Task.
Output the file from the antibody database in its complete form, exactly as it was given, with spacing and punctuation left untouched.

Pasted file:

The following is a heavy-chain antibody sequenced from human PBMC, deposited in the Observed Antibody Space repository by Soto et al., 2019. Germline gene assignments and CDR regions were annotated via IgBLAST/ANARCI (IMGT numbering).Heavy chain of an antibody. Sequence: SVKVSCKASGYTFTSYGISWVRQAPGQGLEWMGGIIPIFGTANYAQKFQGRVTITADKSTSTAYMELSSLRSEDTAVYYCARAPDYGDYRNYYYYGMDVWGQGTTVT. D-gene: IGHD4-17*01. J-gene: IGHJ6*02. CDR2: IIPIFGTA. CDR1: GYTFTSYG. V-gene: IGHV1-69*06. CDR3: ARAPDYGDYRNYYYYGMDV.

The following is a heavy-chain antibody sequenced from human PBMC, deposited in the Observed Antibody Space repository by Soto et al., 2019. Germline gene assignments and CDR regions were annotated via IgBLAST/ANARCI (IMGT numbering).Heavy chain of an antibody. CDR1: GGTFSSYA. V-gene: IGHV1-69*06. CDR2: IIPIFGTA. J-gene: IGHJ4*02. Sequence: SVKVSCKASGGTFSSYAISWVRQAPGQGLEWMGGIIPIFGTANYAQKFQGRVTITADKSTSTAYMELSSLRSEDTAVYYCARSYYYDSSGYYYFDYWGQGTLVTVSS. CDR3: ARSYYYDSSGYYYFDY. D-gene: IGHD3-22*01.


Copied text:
The following is a heavy-chain antibody sequenced from human PBMC, deposited in the Observed Antibody Space repository by Soto et al., 2019. Germline gene assignments and CDR regions were annotated via IgBLAST/ANARCI (IMGT numbering).Heavy chain of an antibody. Sequence: SVKVSCKASGYTFTSYGISWVRQAPGQGLEWMGGIIPIFGTANYAQKFQGRVTITADKSTSTAYMELSSLRSEDTAVYYCARAPDYGDYRNYYYYGMDVWGQGTTVT. D-gene: IGHD4-17*01. J-gene: IGHJ6*02. CDR2: IIPIFGTA. CDR1: GYTFTSYG. V-gene: IGHV1-69*06. CDR3: ARAPDYGDYRNYYYYGMDV.

The following is a heavy-chain antibody sequenced from human PBMC, deposited in the Observed Antibody Space repository by Soto et al., 2019. Germline gene assignments and CDR regions were annotated via IgBLAST/ANARCI (IMGT numbering).Heavy chain of an antibody. CDR1: GGTFSSYA. V-gene: IGHV1-69*06. CDR2: IIPIFGTA. J-gene: IGHJ4*02. Sequence: SVKVSCKASGGTFSSYAISWVRQAPGQGLEWMGGIIPIFGTANYAQKFQGRVTITADKSTSTAYMELSSLRSEDTAVYYCARSYYYDSSGYYYFDYWGQGTLVTVSS. CDR3: ARSYYYDSSGYYYFDY. D-gene: IGHD3-22*01.